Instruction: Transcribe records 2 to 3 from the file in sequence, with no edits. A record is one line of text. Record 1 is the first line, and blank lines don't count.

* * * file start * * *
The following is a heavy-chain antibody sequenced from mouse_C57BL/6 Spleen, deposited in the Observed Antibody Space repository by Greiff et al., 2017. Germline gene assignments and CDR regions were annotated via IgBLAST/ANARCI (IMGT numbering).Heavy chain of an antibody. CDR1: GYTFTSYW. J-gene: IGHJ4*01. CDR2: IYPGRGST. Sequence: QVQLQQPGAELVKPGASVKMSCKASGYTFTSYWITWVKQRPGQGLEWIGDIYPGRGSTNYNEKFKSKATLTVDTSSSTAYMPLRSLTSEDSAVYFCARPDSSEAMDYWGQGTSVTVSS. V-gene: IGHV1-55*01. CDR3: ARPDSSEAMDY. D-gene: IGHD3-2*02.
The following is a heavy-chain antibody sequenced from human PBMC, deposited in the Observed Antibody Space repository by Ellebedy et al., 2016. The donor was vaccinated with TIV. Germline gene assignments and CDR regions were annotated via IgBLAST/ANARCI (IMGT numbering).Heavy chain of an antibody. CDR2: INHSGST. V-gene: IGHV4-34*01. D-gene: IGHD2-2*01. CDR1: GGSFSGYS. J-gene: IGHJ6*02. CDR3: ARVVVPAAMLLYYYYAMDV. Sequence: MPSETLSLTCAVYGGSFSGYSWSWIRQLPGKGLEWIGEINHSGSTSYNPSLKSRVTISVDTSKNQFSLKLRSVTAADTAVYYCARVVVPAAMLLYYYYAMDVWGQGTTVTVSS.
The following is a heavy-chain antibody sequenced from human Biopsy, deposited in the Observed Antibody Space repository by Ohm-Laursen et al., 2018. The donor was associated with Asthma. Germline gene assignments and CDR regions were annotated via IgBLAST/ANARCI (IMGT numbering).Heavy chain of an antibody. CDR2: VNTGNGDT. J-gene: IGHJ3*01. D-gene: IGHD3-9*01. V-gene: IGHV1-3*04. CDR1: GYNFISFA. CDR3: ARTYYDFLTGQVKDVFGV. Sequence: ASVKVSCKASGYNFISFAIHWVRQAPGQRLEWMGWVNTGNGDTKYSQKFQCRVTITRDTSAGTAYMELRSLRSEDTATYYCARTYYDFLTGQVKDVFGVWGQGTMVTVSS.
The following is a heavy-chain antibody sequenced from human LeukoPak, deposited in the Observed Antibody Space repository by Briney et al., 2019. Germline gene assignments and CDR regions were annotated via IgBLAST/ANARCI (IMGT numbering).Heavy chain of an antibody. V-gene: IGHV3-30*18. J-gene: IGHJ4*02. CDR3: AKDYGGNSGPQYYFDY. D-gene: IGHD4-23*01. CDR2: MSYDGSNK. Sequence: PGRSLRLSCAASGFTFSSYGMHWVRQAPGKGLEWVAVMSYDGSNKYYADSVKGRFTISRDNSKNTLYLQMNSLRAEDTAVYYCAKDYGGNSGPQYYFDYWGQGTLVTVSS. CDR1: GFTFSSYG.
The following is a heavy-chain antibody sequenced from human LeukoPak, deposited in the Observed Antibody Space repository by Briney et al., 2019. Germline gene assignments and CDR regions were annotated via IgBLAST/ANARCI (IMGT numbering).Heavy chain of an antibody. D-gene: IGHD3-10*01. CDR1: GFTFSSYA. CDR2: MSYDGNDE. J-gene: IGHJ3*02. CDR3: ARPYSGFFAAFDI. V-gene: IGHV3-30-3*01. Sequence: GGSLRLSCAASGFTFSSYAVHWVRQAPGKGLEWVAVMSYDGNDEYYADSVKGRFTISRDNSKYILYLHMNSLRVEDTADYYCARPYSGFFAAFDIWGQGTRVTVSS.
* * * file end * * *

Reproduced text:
The following is a heavy-chain antibody sequenced from human PBMC, deposited in the Observed Antibody Space repository by Ellebedy et al., 2016. The donor was vaccinated with TIV. Germline gene assignments and CDR regions were annotated via IgBLAST/ANARCI (IMGT numbering).Heavy chain of an antibody. CDR2: INHSGST. V-gene: IGHV4-34*01. D-gene: IGHD2-2*01. CDR1: GGSFSGYS. J-gene: IGHJ6*02. CDR3: ARVVVPAAMLLYYYYAMDV. Sequence: MPSETLSLTCAVYGGSFSGYSWSWIRQLPGKGLEWIGEINHSGSTSYNPSLKSRVTISVDTSKNQFSLKLRSVTAADTAVYYCARVVVPAAMLLYYYYAMDVWGQGTTVTVSS.
The following is a heavy-chain antibody sequenced from human Biopsy, deposited in the Observed Antibody Space repository by Ohm-Laursen et al., 2018. The donor was associated with Asthma. Germline gene assignments and CDR regions were annotated via IgBLAST/ANARCI (IMGT numbering).Heavy chain of an antibody. CDR2: VNTGNGDT. J-gene: IGHJ3*01. D-gene: IGHD3-9*01. V-gene: IGHV1-3*04. CDR1: GYNFISFA. CDR3: ARTYYDFLTGQVKDVFGV. Sequence: ASVKVSCKASGYNFISFAIHWVRQAPGQRLEWMGWVNTGNGDTKYSQKFQCRVTITRDTSAGTAYMELRSLRSEDTATYYCARTYYDFLTGQVKDVFGVWGQGTMVTVSS.